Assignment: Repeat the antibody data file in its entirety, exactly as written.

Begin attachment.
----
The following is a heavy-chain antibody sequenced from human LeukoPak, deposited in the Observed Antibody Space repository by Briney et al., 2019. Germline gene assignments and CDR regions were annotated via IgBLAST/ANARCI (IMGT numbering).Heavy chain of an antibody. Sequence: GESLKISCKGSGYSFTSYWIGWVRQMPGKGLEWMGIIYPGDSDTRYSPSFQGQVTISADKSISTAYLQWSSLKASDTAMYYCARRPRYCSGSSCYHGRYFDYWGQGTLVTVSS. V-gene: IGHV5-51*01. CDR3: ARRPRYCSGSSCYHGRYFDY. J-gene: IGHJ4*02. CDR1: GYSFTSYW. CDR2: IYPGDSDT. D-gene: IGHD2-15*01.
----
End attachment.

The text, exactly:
The following is a heavy-chain antibody sequenced from human LeukoPak, deposited in the Observed Antibody Space repository by Briney et al., 2019. Germline gene assignments and CDR regions were annotated via IgBLAST/ANARCI (IMGT numbering).Heavy chain of an antibody. Sequence: GESLKISCKGSGYSFTSYWIGWVRQMPGKGLEWMGIIYPGDSDTRYSPSFQGQVTISADKSISTAYLQWSSLKASDTAMYYCARRPRYCSGSSCYHGRYFDYWGQGTLVTVSS. V-gene: IGHV5-51*01. CDR3: ARRPRYCSGSSCYHGRYFDY. J-gene: IGHJ4*02. CDR1: GYSFTSYW. CDR2: IYPGDSDT. D-gene: IGHD2-15*01.